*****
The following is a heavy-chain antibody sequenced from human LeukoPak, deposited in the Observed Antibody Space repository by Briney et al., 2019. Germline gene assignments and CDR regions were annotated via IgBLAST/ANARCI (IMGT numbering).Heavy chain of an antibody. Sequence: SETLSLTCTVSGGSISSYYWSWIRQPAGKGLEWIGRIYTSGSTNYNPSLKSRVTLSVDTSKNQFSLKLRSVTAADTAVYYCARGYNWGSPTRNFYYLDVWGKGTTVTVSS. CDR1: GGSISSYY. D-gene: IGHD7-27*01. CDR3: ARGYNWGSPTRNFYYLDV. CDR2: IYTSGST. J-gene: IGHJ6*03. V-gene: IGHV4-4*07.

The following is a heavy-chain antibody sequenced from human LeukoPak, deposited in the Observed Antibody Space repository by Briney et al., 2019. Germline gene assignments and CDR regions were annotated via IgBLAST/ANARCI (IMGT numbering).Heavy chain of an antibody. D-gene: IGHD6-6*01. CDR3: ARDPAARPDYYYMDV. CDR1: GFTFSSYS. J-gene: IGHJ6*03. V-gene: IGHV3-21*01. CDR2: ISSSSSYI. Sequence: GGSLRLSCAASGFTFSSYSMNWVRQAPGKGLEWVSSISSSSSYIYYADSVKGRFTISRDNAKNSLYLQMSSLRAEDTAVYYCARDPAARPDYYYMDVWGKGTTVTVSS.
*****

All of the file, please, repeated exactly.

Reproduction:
The following is a heavy-chain antibody sequenced from human LeukoPak, deposited in the Observed Antibody Space repository by Briney et al., 2019. Germline gene assignments and CDR regions were annotated via IgBLAST/ANARCI (IMGT numbering).Heavy chain of an antibody. Sequence: SETLSLTCTVSGGSISSYYWSWIRQPAGKGLEWIGRIYTSGSTNYNPSLKSRVTLSVDTSKNQFSLKLRSVTAADTAVYYCARGYNWGSPTRNFYYLDVWGKGTTVTVSS. CDR1: GGSISSYY. D-gene: IGHD7-27*01. CDR3: ARGYNWGSPTRNFYYLDV. CDR2: IYTSGST. J-gene: IGHJ6*03. V-gene: IGHV4-4*07.

The following is a heavy-chain antibody sequenced from human LeukoPak, deposited in the Observed Antibody Space repository by Briney et al., 2019. Germline gene assignments and CDR regions were annotated via IgBLAST/ANARCI (IMGT numbering).Heavy chain of an antibody. D-gene: IGHD6-6*01. CDR3: ARDPAARPDYYYMDV. CDR1: GFTFSSYS. J-gene: IGHJ6*03. V-gene: IGHV3-21*01. CDR2: ISSSSSYI. Sequence: GGSLRLSCAASGFTFSSYSMNWVRQAPGKGLEWVSSISSSSSYIYYADSVKGRFTISRDNAKNSLYLQMSSLRAEDTAVYYCARDPAARPDYYYMDVWGKGTTVTVSS.